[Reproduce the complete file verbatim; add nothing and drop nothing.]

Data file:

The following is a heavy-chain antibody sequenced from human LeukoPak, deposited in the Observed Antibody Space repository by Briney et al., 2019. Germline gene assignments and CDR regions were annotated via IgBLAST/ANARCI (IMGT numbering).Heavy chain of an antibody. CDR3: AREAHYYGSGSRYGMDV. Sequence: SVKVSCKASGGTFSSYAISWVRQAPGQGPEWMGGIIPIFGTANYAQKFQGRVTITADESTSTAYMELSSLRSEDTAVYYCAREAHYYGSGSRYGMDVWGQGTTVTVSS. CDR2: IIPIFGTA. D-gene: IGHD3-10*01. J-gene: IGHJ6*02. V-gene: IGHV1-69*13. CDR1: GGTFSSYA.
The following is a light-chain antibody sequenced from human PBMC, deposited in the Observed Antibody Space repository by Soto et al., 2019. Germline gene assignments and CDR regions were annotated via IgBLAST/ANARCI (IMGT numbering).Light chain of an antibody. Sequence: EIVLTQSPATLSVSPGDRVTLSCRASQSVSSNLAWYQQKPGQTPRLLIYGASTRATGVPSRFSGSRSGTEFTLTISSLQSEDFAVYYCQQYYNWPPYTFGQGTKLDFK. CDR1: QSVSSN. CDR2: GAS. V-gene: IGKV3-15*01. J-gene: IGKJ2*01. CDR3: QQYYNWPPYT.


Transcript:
The following is a heavy-chain antibody sequenced from human LeukoPak, deposited in the Observed Antibody Space repository by Briney et al., 2019. Germline gene assignments and CDR regions were annotated via IgBLAST/ANARCI (IMGT numbering).Heavy chain of an antibody. CDR3: AREAHYYGSGSRYGMDV. Sequence: SVKVSCKASGGTFSSYAISWVRQAPGQGPEWMGGIIPIFGTANYAQKFQGRVTITADESTSTAYMELSSLRSEDTAVYYCAREAHYYGSGSRYGMDVWGQGTTVTVSS. CDR2: IIPIFGTA. D-gene: IGHD3-10*01. J-gene: IGHJ6*02. V-gene: IGHV1-69*13. CDR1: GGTFSSYA.
The following is a light-chain antibody sequenced from human PBMC, deposited in the Observed Antibody Space repository by Soto et al., 2019. Germline gene assignments and CDR regions were annotated via IgBLAST/ANARCI (IMGT numbering).Light chain of an antibody. Sequence: EIVLTQSPATLSVSPGDRVTLSCRASQSVSSNLAWYQQKPGQTPRLLIYGASTRATGVPSRFSGSRSGTEFTLTISSLQSEDFAVYYCQQYYNWPPYTFGQGTKLDFK. CDR1: QSVSSN. CDR2: GAS. V-gene: IGKV3-15*01. J-gene: IGKJ2*01. CDR3: QQYYNWPPYT.